Morton opens Aussie campaign
11 February 2006
Australian Cameron Morton has finished 83rd in the 20km individual biathlon at Cesana San Sicario, a performance bettered only by Andrew Paul at the 1984 and 1988 Winter Olympics.
The 31-year-old, who is based at Mt Hotham in Victoria, missed seven of 20 targets in the event which combines cross country skiing with target shooting.
The 20km, the longest of the biathlon events, involves five laps of a 4km course, with two rounds of shooting from the prone position and another two from a standing position, with five shots in each round. Each missed target results in a one-minute penalty.
Morton said he was happy with his skiing, but nerves and fatigue played a part in his disappointing shooting.
"It's a challenging course but it would have been a good day to shoot really well. But it seemed the more I tried to shoot them I just squeezed them out so I missed seven, which put me off the pace," he explained.
"It would have been a good day to shoot well because a lot outside the top 10 seemed to have the same problem as me."
Ranked 61st and just over two minutes off the pace after missing one target in the first round (prone), Morton then missed two targets in the second round (standing) to drop to 75th. He missed one target in round three (prone), putting him 79th, and then three missed targets in the final round of shooting cost him several places.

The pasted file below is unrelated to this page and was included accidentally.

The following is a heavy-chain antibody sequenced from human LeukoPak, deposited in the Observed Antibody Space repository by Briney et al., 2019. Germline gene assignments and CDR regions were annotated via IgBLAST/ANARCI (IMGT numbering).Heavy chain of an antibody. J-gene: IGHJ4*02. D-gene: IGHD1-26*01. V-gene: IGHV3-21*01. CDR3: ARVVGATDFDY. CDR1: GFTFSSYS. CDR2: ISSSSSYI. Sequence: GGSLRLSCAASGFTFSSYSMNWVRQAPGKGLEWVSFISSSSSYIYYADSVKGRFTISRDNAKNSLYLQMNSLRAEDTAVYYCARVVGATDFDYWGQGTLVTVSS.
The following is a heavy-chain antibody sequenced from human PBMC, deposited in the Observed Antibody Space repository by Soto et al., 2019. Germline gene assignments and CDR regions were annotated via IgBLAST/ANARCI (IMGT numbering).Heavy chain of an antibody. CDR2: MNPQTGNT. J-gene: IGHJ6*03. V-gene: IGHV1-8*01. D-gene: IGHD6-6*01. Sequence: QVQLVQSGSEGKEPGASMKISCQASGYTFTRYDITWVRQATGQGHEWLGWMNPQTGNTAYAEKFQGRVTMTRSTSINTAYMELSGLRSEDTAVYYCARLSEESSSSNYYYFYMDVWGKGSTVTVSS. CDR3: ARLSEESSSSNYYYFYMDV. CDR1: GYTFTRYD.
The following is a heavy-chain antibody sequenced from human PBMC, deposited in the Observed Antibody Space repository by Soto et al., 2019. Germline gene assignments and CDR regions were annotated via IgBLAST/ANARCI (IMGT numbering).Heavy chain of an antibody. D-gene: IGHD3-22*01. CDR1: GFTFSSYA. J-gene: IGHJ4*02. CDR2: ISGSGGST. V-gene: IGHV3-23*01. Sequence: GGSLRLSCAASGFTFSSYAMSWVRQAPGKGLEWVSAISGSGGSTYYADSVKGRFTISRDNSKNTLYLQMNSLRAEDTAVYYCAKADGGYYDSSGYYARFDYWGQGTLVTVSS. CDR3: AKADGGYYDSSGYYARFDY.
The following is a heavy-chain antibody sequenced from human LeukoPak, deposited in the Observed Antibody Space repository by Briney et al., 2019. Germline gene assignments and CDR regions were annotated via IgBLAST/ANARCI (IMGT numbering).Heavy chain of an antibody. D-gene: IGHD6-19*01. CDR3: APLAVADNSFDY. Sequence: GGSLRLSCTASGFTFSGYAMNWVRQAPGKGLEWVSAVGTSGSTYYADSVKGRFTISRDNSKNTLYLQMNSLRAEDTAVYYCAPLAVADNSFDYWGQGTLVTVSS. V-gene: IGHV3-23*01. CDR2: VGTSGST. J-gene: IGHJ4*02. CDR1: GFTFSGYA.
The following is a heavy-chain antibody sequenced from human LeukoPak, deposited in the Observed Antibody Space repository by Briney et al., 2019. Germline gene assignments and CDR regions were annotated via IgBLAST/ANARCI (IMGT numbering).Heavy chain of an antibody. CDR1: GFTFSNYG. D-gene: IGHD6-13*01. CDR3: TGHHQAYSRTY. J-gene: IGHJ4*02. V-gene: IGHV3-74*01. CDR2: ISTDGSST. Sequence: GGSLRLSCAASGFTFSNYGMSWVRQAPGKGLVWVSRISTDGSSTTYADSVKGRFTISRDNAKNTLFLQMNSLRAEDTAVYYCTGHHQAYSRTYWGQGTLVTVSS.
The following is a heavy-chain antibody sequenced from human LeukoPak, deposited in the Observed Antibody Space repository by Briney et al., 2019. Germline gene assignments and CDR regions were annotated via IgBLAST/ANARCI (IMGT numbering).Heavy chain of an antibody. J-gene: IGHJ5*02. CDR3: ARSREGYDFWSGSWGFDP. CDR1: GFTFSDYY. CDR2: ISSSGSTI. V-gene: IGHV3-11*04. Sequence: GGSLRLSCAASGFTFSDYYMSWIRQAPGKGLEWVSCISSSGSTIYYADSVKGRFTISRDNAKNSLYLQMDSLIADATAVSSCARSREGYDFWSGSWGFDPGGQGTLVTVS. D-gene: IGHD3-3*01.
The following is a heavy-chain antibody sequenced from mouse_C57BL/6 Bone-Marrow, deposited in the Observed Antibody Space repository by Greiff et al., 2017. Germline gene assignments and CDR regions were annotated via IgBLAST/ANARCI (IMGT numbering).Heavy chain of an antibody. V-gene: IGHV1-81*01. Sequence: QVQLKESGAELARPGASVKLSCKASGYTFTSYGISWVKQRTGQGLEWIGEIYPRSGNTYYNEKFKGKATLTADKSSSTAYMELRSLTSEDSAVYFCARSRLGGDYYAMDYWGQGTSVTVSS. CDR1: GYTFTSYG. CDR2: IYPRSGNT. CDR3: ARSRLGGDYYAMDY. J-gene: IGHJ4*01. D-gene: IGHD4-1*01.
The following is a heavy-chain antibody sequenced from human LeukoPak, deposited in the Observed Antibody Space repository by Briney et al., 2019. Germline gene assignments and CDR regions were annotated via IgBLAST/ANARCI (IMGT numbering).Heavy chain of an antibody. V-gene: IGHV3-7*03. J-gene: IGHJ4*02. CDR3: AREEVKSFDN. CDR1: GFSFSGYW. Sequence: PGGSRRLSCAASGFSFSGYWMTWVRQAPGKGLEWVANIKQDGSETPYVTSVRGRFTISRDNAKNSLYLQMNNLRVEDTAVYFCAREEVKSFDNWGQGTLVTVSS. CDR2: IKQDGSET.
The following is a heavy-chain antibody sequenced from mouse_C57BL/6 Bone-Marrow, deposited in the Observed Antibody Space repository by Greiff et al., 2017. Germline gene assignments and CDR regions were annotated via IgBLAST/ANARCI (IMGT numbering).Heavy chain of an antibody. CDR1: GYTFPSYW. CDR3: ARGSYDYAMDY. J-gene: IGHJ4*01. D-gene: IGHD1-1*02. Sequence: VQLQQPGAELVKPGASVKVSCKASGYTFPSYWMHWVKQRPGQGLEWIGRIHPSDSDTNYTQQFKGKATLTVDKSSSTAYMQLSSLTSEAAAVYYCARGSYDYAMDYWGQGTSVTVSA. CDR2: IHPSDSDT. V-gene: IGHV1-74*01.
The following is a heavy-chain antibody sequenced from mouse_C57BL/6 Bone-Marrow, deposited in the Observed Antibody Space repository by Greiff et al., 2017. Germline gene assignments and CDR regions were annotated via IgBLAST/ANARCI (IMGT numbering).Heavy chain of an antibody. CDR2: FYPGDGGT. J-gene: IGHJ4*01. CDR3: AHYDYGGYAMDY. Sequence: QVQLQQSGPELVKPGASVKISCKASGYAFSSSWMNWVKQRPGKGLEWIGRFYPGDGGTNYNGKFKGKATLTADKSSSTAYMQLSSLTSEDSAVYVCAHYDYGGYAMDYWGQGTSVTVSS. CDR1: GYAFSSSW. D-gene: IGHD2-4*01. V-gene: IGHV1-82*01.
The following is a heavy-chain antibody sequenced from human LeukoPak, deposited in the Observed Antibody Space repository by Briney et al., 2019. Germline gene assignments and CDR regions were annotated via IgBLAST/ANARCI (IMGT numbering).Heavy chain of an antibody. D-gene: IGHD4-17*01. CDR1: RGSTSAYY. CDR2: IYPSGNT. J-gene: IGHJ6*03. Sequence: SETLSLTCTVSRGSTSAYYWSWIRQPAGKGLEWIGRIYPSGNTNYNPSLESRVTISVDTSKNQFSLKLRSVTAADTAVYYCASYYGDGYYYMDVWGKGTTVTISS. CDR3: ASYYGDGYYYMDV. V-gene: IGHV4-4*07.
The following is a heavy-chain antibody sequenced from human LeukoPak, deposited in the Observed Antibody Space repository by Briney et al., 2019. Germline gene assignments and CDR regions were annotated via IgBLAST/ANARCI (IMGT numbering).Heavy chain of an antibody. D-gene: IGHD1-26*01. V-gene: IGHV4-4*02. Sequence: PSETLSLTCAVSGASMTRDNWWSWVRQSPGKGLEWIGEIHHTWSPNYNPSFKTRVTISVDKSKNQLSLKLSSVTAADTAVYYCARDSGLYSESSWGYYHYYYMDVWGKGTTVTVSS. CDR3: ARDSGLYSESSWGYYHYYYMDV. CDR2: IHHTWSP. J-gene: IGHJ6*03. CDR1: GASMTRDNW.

"It's just a big climb, a one-and-a-half kilometre climb into the stadium. (There are) a lot of technical ups and downs, (it's) very steep and there's no rest on it," he said.
"I was just trying really hard to centre them and I just took the shots slightly too late and squeezed them a bit low and missed a couple too many.
"I expected to be three penalties or less and today I was seven, so I was just off it. I started each one brilliantly and just seemed to hesitate, thinking 'I'm in the groove', but just let them slip, partly through fatigue.
"It's so frustrating when you're slipping out by half a centimetre, but that's biathlon, and I noticed here today that there were so many outside the top 10 (who) missed like me."
Despite being disappointed with his shooting, Morton saw positives in his performance. "I was good on the skis today. This was my first Olympic event, so I reckon I might be in there for a top show, maybe a top 50, in the sprint.
"The skiing was as I expected. I gave myself a good chance to be in the range to be able to hit them, but I reckon I'm right there for the sprint. The nerves are out of the system now the first one's under the belt."
Morton is competing in his first Olympic Games after 10 years on the national team, although he did enjoy the Olympic experience as fellow biathlete Kerryn Rim's coach at Nagano 1998.
Germany's Michael Greis, who also won the World Cup event at San Sicario last year, took the gold medal after missing just one target.
Norway's 2002 gold medallist Ole Einar Bjoerndalen - who won four gold medals at Salt Lake City and one at Nagano - recovered from a poor start and two missed targets to claim silver, only 16 seconds behind Greis, with fellow Norwegian Halvard Hanevold 53 seconds further back.
Morton will compete again on 14 February (Day 4) in the 10km sprint.
Murray Brust / AOC